(Source)   “The closest thing I can equate it with is…when you’re locked in a cell in a giant, old, deteriorating jailhouse, is the fear that there will be a fire and no one will come in and unlock your cell. What caught my attention about this virus is that it really feels like there’s a fire in this prison.” An inmate at Washington State describes the inevitability of COVID-19 and the powerlessness he feels at remaining incarcerated as the virus rapidly spreads. When prisoners routinely lack access to soap, and when hand sanitizer is considered contraband in prisons, it is easy to imagine the rapid proliferation of the infection. Lack of access to sanitation is only part of the conditions that make prisoners particularly vulnerable to COVID-19. Close quarters, frequently used communal spaces, and lack of adequate medical care are just a few other factors that make prisons and jails petri dishes for the spread of disease. Indeed, these factors have caused a huge spike in the number of COVID-19 cases over the past months. As the number of cases rise in the general United States population, the number of cases in prison skyrockets. Though New York City [read more]

Unauthorized Disclosure: Judicial Violation of Mental Health Privacy

(Source) Brandon Sharp managed a gas company in East Texas. Healthy, in his thirties, Sharp rarely saw a doctor. And yet he owed thousands of dollars in medical bills. Sharp was the target of medical identity theft, which victimizes tens of thousands of people each year. Thieves steal patient information, including names, Social Security numbers, addresses, and medical histories, and then submit fraudulent insurance claims for surgery and prescriptions. Victims, like Sharp, face more than inconvenience: sometimes police arrest them instead of the thief for insurance fraud, or their information is conflated with the thief’s, leading to misdiagnosis. Contrary to popular opinion, the most common mode of theft is not computer hacking or breaking and entering but unauthorized disclosure by providers. Section 33.13 of New York’s Mental Hygiene Law aims to prevent unauthorized disclosure. It prohibits providers from releasing patient information, specifically mental health records, absent an exception. A mental health record includes “all pertinent documents relating to the patient” about legal status, examination, care, and treatment. However, New York state courts routinely violate Section 33.13. Claimants often sue New York when a patient in a state hospital injures them. In these cases, New York courts have ordered hospitals to [read more]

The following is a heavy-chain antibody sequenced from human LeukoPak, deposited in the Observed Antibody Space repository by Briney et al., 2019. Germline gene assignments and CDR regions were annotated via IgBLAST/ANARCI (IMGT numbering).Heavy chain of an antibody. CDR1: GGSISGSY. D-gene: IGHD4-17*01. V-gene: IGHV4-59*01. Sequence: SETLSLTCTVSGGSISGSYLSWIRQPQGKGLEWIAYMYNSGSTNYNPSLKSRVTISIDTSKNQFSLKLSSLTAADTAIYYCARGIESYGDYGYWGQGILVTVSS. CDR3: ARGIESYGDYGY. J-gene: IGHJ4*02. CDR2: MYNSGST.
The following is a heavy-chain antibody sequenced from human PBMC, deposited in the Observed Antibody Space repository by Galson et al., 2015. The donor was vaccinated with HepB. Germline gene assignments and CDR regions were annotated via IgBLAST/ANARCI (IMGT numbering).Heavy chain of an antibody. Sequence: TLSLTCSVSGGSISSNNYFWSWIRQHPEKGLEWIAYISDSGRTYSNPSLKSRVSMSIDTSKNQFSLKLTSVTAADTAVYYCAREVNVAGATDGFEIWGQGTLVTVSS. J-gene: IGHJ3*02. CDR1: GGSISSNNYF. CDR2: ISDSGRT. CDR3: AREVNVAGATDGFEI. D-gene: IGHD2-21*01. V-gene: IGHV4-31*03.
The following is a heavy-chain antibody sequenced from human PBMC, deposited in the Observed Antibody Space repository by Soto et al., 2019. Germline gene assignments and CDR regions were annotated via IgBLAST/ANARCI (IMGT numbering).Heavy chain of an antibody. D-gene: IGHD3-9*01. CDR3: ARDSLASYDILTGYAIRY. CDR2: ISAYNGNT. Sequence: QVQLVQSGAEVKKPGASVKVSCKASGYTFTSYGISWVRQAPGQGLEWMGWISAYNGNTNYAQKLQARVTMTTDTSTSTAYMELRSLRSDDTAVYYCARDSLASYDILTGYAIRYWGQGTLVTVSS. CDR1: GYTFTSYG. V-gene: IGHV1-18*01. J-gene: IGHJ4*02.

“Smile! You’re on Camera” – The Implications of the Use of Facial Recognition Technology

(Source) What is the first thing that comes to mind when you hear the phrase ‘facial recognition technology’? Is it a TV show or movie scene where law enforcement is staring at computer monitors as faces in a database cycle through as a software program looks for a match to an image of a suspect, victim, or witness in the case? Many associate the phrase ‘facial recognition technology’ with the government and law enforcement; an association which is reinforced by the way in which numerous procedural TV shows (such as FBI, Hawaii Five-0, Blue Bloods, and Law and Order: SVU) display facial recognition in their episodes. For many Americans, those TV and movie scenes are their primary exposure to facial recognition, resulting in the stronger association of facial recognition as a law enforcement aid. While facial recognition technology (also known as facial recognition or FRT) is certainly a tool used by government and law enforcement officials, its uses and capabilities span far beyond what is depicted by the entertainment industry. The concept of facial recognition originally began in the 1960s with a semi-automated system, which required an administrator to select facial features on a photograph before the software calculated and [read more]

Is There a Way Out of the U.S. Military if You Morally Object to Your Job?

(Source)   On January 3, 2020, so many people visited the Selective Service webpage that it crashed. The crash came hours after the announcement that Quasem Soleimani was killed by a U.S. airstrike ordered by President Donald Trump. In light of threats of a World War III and fear of a looming draft, the hashtag #WorldWarIII was one of the top trends on Twitter that day. Operated under the United States government, the Selective Service System’s mission is “[t]o register men and maintain a system that, when authorized by the President and Congress, rapidly provides personnel in a fair and equitable manner while managing an alternative service program for conscientious objectors.” In January, the Selective Service webpage read in red, “THERE IS NO MILITARY DRAFT.” While the possibility of another world war frightens many U.S. citizens, beliefs about war prior to service are taken seriously in most instances. However, beliefs about war that are the result of military-linked experiences are more complex. Ignoring the possibility of a draft, which does not appear to be coming, what happens when an individual freely signs a contract with the military and then changes their mind, claiming to be a conscientious objector? Current military [read more]